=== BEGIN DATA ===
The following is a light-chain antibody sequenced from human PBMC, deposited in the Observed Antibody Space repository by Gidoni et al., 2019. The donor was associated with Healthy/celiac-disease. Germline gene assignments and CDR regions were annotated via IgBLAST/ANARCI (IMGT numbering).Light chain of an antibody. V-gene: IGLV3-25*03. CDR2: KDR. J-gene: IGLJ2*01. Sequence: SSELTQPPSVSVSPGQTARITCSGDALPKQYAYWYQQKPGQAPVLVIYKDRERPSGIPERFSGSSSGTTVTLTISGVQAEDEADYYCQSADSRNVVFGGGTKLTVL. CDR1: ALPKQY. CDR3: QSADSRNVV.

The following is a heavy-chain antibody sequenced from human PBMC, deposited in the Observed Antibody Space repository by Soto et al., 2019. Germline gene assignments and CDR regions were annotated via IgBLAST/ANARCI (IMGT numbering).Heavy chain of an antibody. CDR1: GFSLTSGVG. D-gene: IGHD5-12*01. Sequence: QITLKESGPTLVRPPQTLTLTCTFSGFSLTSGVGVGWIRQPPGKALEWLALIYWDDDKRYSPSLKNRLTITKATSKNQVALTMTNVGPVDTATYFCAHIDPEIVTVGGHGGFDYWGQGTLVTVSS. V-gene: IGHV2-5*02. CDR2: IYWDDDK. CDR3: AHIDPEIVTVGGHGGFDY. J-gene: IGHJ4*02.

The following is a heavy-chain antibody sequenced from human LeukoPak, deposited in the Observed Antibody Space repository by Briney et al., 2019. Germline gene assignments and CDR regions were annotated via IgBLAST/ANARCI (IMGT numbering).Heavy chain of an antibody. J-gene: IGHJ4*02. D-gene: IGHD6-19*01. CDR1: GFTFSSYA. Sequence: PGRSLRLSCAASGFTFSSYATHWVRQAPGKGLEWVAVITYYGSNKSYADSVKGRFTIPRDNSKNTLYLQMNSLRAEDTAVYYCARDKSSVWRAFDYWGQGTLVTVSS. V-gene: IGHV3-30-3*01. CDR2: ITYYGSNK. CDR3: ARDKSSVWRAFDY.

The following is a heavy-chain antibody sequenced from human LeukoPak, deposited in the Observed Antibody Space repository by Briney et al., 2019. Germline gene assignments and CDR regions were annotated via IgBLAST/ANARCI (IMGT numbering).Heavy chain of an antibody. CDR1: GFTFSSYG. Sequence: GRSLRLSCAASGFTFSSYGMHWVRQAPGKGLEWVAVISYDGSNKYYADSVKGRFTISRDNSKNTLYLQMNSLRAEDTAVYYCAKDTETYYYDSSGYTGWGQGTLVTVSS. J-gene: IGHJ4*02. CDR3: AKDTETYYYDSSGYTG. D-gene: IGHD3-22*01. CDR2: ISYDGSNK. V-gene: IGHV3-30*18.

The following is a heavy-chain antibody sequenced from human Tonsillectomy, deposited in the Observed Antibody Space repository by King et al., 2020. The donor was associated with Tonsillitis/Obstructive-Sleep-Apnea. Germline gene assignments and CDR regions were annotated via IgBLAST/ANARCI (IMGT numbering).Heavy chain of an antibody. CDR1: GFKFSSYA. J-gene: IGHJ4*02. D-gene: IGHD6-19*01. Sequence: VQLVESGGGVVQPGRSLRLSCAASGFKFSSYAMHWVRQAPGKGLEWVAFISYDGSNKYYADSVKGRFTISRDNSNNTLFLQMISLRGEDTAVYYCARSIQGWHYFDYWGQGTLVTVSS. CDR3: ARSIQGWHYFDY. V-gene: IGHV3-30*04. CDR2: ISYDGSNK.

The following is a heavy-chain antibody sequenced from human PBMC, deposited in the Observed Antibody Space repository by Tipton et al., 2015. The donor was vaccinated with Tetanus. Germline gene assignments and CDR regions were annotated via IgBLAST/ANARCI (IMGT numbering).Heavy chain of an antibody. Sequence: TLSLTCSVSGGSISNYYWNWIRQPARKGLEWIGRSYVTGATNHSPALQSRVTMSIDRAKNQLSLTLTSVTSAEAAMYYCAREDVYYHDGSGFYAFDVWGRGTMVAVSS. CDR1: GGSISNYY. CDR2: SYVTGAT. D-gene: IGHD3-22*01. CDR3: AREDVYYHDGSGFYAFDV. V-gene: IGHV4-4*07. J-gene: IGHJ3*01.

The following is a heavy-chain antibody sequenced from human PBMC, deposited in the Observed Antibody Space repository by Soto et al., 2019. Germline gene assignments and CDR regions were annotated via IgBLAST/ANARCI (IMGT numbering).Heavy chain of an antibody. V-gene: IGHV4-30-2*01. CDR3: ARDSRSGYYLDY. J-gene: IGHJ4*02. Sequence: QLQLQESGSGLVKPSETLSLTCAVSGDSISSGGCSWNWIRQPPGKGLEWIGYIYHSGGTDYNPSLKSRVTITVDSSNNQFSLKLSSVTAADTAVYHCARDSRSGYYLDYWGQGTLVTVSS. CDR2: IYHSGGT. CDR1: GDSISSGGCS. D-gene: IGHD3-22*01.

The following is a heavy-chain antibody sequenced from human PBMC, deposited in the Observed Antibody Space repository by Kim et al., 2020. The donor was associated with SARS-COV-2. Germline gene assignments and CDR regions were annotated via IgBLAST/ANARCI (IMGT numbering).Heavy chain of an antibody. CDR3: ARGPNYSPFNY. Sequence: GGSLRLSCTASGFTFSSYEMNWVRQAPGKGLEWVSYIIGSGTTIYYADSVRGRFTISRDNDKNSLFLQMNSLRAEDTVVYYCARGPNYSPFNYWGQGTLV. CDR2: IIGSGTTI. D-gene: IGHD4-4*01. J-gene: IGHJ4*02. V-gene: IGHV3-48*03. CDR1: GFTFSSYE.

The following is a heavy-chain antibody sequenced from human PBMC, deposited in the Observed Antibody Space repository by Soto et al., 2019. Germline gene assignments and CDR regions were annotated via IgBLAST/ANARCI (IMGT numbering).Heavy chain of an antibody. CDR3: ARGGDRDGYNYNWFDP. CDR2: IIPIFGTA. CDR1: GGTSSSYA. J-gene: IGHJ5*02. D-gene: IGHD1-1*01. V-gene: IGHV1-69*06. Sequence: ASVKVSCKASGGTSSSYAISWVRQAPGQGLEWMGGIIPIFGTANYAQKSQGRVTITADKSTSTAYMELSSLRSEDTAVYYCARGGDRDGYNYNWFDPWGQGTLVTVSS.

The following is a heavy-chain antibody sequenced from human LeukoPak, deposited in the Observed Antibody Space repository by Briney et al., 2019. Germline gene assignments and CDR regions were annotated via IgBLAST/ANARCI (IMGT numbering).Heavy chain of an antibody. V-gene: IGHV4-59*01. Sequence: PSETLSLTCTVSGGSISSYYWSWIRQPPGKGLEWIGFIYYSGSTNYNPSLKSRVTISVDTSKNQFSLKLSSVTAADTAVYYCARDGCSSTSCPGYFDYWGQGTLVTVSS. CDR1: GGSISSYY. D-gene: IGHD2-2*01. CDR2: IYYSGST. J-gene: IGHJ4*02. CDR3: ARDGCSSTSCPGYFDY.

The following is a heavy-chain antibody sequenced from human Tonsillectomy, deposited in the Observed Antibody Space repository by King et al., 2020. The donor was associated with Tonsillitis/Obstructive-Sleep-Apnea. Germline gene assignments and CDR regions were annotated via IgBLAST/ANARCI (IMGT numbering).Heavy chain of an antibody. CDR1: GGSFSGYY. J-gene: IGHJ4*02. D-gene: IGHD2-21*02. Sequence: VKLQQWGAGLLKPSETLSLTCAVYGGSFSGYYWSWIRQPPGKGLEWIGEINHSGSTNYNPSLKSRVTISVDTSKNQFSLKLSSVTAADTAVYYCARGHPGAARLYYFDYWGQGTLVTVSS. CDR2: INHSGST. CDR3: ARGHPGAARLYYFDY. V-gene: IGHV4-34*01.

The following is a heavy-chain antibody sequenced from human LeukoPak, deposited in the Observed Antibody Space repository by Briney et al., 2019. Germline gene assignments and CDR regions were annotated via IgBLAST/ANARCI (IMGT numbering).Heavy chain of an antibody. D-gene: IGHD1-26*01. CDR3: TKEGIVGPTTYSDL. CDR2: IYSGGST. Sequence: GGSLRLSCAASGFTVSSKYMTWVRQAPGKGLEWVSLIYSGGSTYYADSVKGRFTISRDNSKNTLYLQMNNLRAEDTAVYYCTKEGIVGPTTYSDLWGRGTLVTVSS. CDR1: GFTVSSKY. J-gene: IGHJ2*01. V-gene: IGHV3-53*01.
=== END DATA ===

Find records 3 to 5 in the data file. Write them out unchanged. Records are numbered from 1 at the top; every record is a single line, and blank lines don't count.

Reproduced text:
The following is a heavy-chain antibody sequenced from human LeukoPak, deposited in the Observed Antibody Space repository by Briney et al., 2019. Germline gene assignments and CDR regions were annotated via IgBLAST/ANARCI (IMGT numbering).Heavy chain of an antibody. J-gene: IGHJ4*02. D-gene: IGHD6-19*01. CDR1: GFTFSSYA. Sequence: PGRSLRLSCAASGFTFSSYATHWVRQAPGKGLEWVAVITYYGSNKSYADSVKGRFTIPRDNSKNTLYLQMNSLRAEDTAVYYCARDKSSVWRAFDYWGQGTLVTVSS. V-gene: IGHV3-30-3*01. CDR2: ITYYGSNK. CDR3: ARDKSSVWRAFDY.

The following is a heavy-chain antibody sequenced from human LeukoPak, deposited in the Observed Antibody Space repository by Briney et al., 2019. Germline gene assignments and CDR regions were annotated via IgBLAST/ANARCI (IMGT numbering).Heavy chain of an antibody. CDR1: GFTFSSYG. Sequence: GRSLRLSCAASGFTFSSYGMHWVRQAPGKGLEWVAVISYDGSNKYYADSVKGRFTISRDNSKNTLYLQMNSLRAEDTAVYYCAKDTETYYYDSSGYTGWGQGTLVTVSS. J-gene: IGHJ4*02. CDR3: AKDTETYYYDSSGYTG. D-gene: IGHD3-22*01. CDR2: ISYDGSNK. V-gene: IGHV3-30*18.

The following is a heavy-chain antibody sequenced from human Tonsillectomy, deposited in the Observed Antibody Space repository by King et al., 2020. The donor was associated with Tonsillitis/Obstructive-Sleep-Apnea. Germline gene assignments and CDR regions were annotated via IgBLAST/ANARCI (IMGT numbering).Heavy chain of an antibody. CDR1: GFKFSSYA. J-gene: IGHJ4*02. D-gene: IGHD6-19*01. Sequence: VQLVESGGGVVQPGRSLRLSCAASGFKFSSYAMHWVRQAPGKGLEWVAFISYDGSNKYYADSVKGRFTISRDNSNNTLFLQMISLRGEDTAVYYCARSIQGWHYFDYWGQGTLVTVSS. CDR3: ARSIQGWHYFDY. V-gene: IGHV3-30*04. CDR2: ISYDGSNK.